It’s been raining a lot in my part of central Portugal during the last few weeks. Although we desperately need the moisture after a long dry spring and summer, it’s still pretty dreary. But when the sun returns everything looks so lovely.
This morning it dawned bright and clear after a gray and gloomy day yesterday. The clear sky meant that there was frost on top of my car for the first time this autumn. Still, I was happy to see the sun and I was reminded of how may little pleasures there are to enjoy here.
Take for instance, my morning walk with my dog, Divina. On Saturdays I usually do a longer walk and often go through a nearby village. Last Saturday I walked past a garden gate and saw an elderly lady with a walker who looked as though she was having trouble opening the latch. I said good morning in Portuguese. She answered “Bom dia” and we continued with the usual “Tudo bem?” meaning, roughly “how are you?” Then she apologized saying she was having trouble speaking, pointing to her mouth and I gathered the problem was that she hadn’t put her dentures in. Never mind, we had a brief happy little conversation, teeth or no teeth.
Adventures in healthcare
One of the other things that has delighted me here in Portugal is the health care system. Yes, it has been very stretched due to the Covid crisis. But it has slowly come back to life. The little clinic in my village, which is open a few hours a week, once again has a visiting doctor. Last week I went to inquire about making an appointment for a check-up. I was told to show up at 9 am to make the appointment. However, when I arrived there were already several people waiting outside in the cold. Luckily it was not raining. About 9:45 the regular nurse arrived and I was able to make the appointment. (I have worked hard during my three years here to learn Portuguese. I’m not fluent by any means, but I am able to use it in most of my daily business.)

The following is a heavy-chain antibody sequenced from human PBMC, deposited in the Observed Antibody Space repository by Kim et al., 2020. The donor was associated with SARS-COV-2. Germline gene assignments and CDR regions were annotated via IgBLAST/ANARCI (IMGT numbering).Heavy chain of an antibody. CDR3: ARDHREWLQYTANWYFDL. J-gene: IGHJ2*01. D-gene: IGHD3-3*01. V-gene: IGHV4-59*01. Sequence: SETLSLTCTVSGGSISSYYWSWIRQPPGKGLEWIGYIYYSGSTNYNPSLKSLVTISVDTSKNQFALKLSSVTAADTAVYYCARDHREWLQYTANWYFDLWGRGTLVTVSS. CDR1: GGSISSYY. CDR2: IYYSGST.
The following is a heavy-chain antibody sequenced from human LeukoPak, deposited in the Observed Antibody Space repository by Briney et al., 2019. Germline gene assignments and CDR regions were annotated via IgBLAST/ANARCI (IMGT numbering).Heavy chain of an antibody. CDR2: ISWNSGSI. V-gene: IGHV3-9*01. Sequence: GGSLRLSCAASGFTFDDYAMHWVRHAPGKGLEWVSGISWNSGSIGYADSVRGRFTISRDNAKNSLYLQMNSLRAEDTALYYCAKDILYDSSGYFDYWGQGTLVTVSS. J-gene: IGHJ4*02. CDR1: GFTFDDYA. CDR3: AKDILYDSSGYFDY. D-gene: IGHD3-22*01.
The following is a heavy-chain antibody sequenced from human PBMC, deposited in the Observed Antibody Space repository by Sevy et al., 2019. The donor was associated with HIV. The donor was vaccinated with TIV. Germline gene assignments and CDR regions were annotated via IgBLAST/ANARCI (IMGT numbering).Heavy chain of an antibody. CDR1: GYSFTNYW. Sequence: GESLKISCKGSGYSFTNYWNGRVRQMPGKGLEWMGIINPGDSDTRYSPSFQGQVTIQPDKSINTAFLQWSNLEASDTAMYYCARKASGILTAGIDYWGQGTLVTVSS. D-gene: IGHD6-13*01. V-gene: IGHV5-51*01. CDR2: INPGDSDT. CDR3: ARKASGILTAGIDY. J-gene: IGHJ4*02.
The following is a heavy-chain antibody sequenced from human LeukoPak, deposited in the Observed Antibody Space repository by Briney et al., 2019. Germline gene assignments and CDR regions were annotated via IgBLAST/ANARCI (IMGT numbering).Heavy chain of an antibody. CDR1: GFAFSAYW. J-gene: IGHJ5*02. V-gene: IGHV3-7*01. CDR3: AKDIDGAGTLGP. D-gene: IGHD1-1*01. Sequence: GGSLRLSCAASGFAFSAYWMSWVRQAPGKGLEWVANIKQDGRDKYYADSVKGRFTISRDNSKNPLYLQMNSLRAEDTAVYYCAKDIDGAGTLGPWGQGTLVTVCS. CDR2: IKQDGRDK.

My appointment was for 10 a.m this Friday morning. Based on my experience last week, I went at 9:30 expecting to see a crowd waiting outside. This time there was only one other woman. We were able to go inside the clinic just before 10 and I was the first one called. The doctor, who looked incredibly young, kindly suggested it would be easier if we conversed in English. I have learned not to take this as a failing of my Portuguese language skills, it’s just a fact. I didn’t know all the medical vocab needed to converse with the doc.
Long story short, he wrote orders for a battery of tests and said he’d see me in two weeks. Simple. Simple, Simple.
While I had been waiting, an American friend of mine had come in with an elderly Portuguese lady who used a cane to walk. My friend asked if anyone spoke English. (Since I was wearing a mask inside the clinic, she hadn’t recognized me.) I waved at her and she explained that the older woman was a neighbor of hers and she’d given her a lift to the clinic. I said I’d be happy to give the lady “Uma Boleia” back home. So, as soon as I was finished, I waited while the older lady got her prescriptions filled at the part-time pharmacy next door, then I drove her back to her village, located about two miles from my home. It gave me such pleasure to be able to help a neighbor!
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